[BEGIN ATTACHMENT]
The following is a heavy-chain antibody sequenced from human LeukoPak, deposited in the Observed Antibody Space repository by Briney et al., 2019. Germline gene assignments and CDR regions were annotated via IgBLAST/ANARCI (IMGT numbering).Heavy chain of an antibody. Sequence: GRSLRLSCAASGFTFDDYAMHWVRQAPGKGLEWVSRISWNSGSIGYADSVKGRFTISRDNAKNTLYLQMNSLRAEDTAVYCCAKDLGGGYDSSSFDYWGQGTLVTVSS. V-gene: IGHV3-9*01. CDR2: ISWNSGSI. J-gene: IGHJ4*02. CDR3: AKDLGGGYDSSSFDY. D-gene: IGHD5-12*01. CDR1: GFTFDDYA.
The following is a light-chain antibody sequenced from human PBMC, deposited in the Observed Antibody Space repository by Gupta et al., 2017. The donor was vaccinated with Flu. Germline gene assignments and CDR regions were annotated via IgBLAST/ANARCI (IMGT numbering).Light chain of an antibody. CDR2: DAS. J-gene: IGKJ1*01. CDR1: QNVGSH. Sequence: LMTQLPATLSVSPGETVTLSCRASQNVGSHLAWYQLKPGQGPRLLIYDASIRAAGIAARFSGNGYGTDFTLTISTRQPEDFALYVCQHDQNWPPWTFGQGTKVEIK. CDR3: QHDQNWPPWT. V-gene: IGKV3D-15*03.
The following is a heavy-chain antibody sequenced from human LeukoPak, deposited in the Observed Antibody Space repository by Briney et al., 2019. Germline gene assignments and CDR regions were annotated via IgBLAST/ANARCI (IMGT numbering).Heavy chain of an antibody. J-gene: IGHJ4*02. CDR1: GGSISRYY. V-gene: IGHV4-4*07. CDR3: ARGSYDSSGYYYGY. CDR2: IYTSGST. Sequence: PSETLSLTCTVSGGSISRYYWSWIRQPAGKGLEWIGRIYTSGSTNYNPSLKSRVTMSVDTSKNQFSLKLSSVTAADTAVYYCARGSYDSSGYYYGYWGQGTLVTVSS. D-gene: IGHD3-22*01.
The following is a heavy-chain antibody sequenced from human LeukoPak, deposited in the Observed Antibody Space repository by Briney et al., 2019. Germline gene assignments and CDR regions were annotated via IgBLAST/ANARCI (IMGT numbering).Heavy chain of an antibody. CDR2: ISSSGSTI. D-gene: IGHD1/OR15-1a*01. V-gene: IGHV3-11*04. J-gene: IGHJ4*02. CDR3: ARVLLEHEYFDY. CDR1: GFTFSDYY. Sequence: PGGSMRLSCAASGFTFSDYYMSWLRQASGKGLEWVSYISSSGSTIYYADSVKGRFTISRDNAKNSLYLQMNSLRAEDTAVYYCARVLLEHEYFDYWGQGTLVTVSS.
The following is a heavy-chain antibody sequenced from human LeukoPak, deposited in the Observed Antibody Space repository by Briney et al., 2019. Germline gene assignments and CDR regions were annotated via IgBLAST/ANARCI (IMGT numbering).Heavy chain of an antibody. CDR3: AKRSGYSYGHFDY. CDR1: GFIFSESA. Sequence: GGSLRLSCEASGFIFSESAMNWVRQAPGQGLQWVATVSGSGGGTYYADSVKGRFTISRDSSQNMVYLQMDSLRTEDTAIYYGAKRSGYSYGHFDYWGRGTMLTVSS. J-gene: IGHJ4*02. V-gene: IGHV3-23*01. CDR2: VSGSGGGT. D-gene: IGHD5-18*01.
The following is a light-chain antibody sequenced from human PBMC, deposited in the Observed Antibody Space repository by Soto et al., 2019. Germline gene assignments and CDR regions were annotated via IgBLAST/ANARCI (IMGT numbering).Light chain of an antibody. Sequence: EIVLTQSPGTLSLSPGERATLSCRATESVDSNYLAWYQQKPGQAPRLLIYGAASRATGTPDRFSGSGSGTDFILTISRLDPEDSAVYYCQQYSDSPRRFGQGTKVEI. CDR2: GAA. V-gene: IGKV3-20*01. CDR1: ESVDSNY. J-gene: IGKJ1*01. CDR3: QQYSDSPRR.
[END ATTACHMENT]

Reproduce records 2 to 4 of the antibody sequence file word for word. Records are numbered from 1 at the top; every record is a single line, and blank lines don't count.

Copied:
The following is a light-chain antibody sequenced from human PBMC, deposited in the Observed Antibody Space repository by Gupta et al., 2017. The donor was vaccinated with Flu. Germline gene assignments and CDR regions were annotated via IgBLAST/ANARCI (IMGT numbering).Light chain of an antibody. CDR2: DAS. J-gene: IGKJ1*01. CDR1: QNVGSH. Sequence: LMTQLPATLSVSPGETVTLSCRASQNVGSHLAWYQLKPGQGPRLLIYDASIRAAGIAARFSGNGYGTDFTLTISTRQPEDFALYVCQHDQNWPPWTFGQGTKVEIK. CDR3: QHDQNWPPWT. V-gene: IGKV3D-15*03.
The following is a heavy-chain antibody sequenced from human LeukoPak, deposited in the Observed Antibody Space repository by Briney et al., 2019. Germline gene assignments and CDR regions were annotated via IgBLAST/ANARCI (IMGT numbering).Heavy chain of an antibody. J-gene: IGHJ4*02. CDR1: GGSISRYY. V-gene: IGHV4-4*07. CDR3: ARGSYDSSGYYYGY. CDR2: IYTSGST. Sequence: PSETLSLTCTVSGGSISRYYWSWIRQPAGKGLEWIGRIYTSGSTNYNPSLKSRVTMSVDTSKNQFSLKLSSVTAADTAVYYCARGSYDSSGYYYGYWGQGTLVTVSS. D-gene: IGHD3-22*01.
The following is a heavy-chain antibody sequenced from human LeukoPak, deposited in the Observed Antibody Space repository by Briney et al., 2019. Germline gene assignments and CDR regions were annotated via IgBLAST/ANARCI (IMGT numbering).Heavy chain of an antibody. CDR2: ISSSGSTI. D-gene: IGHD1/OR15-1a*01. V-gene: IGHV3-11*04. J-gene: IGHJ4*02. CDR3: ARVLLEHEYFDY. CDR1: GFTFSDYY. Sequence: PGGSMRLSCAASGFTFSDYYMSWLRQASGKGLEWVSYISSSGSTIYYADSVKGRFTISRDNAKNSLYLQMNSLRAEDTAVYYCARVLLEHEYFDYWGQGTLVTVSS.